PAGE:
C’est l’Europe du Nord qui se retrouve dans le Collimateur de l’IRSEM cette semaine, où Alexandre Jubelin reçoit Barbara Kunz, chercheuse à l’Institut pour la recherche sur la paix et sur les politiques de sécurité à l’Université de Hambourg, et auteur d’une note de recherche de l’IFRI « L’Europe du Nord face au défi stratégique russe : quelles réponses politiques et militaires ».
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Documents de recherche et de stratégie
Corruption risk in defence and security establishments is a key concern for defence officials and senior military officers, as corruption wastes scarce resources, reduces operational effectiveness and reduces public trust in the armed forces and security services. Part of the solution to these risks is clear guidance on the behaviour expected of senior officers and officials, and strong application of those standards of behaviour.
The report presents the conclusions of an analysis of the written codes of conduct and related documents from 12 participating nations: Argentina, Australia, Croatia, Denmark, Germany, Kenya, Lithuania, Norway, Saudi Arabia, Spain, Sweden and Ukraine.
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Published by the Norwegian Institute of International Affairs (NUPI), this paper advocates for a strategic review of African peace operations in the face of increasingly complex security environments. It formulates a number of key recommendations for the next ten years, including establishing regular discussions between strategic partners and the African Union, fostering inter-departmental coordination and the adoption of common objectives, improving investment in the planning and management of missions, and reinforcing the role of civilians in mission planning.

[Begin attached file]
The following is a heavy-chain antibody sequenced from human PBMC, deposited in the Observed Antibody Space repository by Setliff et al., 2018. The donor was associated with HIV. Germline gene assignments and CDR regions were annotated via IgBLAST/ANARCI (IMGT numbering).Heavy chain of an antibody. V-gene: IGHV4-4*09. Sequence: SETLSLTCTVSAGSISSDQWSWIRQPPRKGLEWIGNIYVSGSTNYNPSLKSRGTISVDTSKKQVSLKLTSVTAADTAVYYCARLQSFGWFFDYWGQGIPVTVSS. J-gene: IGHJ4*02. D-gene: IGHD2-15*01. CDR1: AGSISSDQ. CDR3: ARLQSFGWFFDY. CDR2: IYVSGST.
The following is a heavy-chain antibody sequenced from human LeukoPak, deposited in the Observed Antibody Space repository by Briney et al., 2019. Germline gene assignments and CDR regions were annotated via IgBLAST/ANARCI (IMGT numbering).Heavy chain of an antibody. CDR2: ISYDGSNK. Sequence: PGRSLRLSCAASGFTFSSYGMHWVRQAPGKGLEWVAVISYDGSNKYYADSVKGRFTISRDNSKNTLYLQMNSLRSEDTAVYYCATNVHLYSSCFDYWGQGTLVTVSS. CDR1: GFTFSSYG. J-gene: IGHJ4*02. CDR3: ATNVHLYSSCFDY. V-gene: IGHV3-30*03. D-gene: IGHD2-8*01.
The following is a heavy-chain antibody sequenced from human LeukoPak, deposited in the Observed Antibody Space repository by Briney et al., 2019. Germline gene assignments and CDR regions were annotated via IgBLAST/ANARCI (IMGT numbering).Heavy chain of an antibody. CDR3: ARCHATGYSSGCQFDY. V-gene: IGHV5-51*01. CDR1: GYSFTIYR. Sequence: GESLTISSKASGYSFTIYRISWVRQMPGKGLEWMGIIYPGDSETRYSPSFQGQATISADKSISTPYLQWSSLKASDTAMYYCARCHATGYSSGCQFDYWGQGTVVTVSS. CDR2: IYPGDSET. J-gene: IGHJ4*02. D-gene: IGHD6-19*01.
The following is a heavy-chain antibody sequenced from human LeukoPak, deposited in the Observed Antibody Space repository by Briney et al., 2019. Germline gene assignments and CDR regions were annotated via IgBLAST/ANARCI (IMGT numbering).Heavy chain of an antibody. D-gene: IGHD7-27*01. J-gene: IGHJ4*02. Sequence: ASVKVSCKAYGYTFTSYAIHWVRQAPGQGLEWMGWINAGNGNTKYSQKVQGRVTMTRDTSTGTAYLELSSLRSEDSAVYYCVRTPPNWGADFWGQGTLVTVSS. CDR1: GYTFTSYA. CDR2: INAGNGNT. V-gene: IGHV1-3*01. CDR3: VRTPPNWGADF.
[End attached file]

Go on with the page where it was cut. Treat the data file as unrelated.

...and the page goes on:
DCAF's newest addition to its SSR series has just been published, co-authored by Albrecht Schnabel and Marc Krupanski and titled "Mapping Evolving Internal Roles of the Armed Forces." It is widely assumed, at least from a Western perspective, that the armed forces provide national defence against external threats. In reality, within many consolidated Western democracies the armed forces are assuming an increasingly wide range of internal roles and tasks. These can include domestic security roles and the provision of humanitarian assistance in situations of natural or humanitarian catastrophe, often under the command and control of different civilian agencies. This SSR Paper seeks to make sense of this complex reality. Different internal roles of armed forces are analysed, drawing on the cases of Austria, Belgium, Canada, Denmark, Finland, France, Germany, Italy, Luxembourg, Netherlands, Norway, Spain, Sweden, the United Kingdom and the United States of America. Through carefully examining evolving internal roles and identifying patterns and lessons from these experiences, this SSR Paper provides an important contribution to understanding the evolving nature of contemporary armed forces.